May 13, 2011

Breaking Out of "Jail" : Restricted Shell

No, I am not writing a sequel for the show "Prison Break", though I would love to see it come back to the screens :).

If you have never used a Linux or Unix-like terminal to administer a computer (yeah, it's a geeky post), you better stop reading now. The purpose of this post is to give some ideas on ways to get out of restricted shells on Linux systems.

- "But what is this restricted shell thing you are talking about?".
I assume as a Linux user (if you are not, you should have stopped reading by now :D), you know that each time a terminal is launched, a special program is started to read your commands: The Shell. There exist many shells (Boune shell or bash, Korne Shell or kshell, and more) and they are very powerful as you might expect. However, mostly in production environments where multiple users can remotely access a shell of a machine, it is good practice for administrators to apply restrictions on the commands that a normal user can execute on the host with the help of restricted shells (a good example is rbash and this post How to restrict access with rbash describe a way to implement it).

- "So how do I break out of this restrictive "prison"?", two words: Shell Escapes.
Many command-line applications provide a way to fall back into a shell, restrictive or not. The one I will mostly talk about is offered by vi/vim the text editor, since it can permit you to access an unrestricted shell following these instructions:

1. Once in vi/vim, type ESC, then:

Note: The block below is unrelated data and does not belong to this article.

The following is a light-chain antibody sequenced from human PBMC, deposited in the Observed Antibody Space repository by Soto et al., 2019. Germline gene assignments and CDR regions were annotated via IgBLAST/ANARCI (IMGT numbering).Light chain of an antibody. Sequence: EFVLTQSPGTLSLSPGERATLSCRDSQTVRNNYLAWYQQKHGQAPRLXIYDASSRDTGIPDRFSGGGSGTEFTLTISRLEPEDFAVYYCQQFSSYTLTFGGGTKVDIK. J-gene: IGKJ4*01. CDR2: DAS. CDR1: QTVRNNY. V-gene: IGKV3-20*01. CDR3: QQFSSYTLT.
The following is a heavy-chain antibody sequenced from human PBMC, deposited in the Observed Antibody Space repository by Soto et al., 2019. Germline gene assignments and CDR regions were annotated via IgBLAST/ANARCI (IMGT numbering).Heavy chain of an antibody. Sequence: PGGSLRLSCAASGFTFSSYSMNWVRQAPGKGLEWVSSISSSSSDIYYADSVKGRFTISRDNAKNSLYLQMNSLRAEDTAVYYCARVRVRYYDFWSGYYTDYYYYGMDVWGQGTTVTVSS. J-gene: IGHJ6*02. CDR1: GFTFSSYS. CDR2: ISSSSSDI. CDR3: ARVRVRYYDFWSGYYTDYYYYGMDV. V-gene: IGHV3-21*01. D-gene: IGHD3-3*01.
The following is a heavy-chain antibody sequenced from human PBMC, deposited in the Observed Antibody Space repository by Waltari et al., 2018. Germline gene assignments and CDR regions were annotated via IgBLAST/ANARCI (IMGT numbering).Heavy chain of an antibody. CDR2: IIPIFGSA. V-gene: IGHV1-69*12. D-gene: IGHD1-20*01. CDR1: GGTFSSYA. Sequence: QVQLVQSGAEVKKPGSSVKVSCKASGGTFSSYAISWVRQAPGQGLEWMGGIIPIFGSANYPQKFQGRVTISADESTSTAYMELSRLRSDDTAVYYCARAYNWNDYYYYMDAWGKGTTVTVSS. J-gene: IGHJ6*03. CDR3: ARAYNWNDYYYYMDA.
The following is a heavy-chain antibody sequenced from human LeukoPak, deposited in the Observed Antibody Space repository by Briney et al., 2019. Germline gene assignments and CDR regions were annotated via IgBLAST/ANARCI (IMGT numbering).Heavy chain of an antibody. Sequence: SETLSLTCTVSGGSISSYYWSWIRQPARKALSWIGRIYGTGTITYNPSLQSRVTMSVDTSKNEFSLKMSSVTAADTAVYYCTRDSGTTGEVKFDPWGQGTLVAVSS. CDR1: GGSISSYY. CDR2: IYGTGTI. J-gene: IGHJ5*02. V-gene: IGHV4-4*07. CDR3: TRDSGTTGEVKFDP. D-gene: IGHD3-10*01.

• Type “:set shell=/bin/bash
  • Type “:shell” and VOILA!!!!! 

Unfortunately, vi/vim also has a restricted version rvi/rvim in which this trick will not work. If you are stuck with rvi, you can try the following methods to access vi with other applications:

2. Using the text-based browser lynx:
  • open a local file with lynx (e.g.: $ lynx /etc/passwd)
  • type “o” to open the options; change the second option (Editor) to “/bin/vi” and save the changes to go back at the main page.
  • Type “e” to edit the file with vi
  • Follow instructions in 1.
3. Using the mail (local email client) command:
  • $ set VISUAL=/bin/vi
  • $ mail -s "subject" "destination email"
  • Type "~v" on the next line to edit the mail with vi.
  • Follow the instructions in 1.
There are various other ways to obtain the same result, this was just a the tip of the iceberg.

UPDATE: Guess what?? The browser Elinks is also vulnerable to shell escapes. This is based on the feature (hacking feature?) allowing users to edit the contents of text boxes on a webpage using external editors (i.e. using other applications on the machine... Yayyy vi/vim). All you have to do is setup the $EDITOR environment variable with "/bin/vi" and the rest is history... Wait you need more details?? OK:

  • $ set EDITOR=/bin/vi
  • Open a webpage containing a text box (should be easy to find on the Internet. If you can not, well lmgtfy!!!).
  • Navigate to the text-box area and Enter to edit, the press F4 (or whatever is used in the configurations) to edit the text box externally, and you should see something familiar :=)

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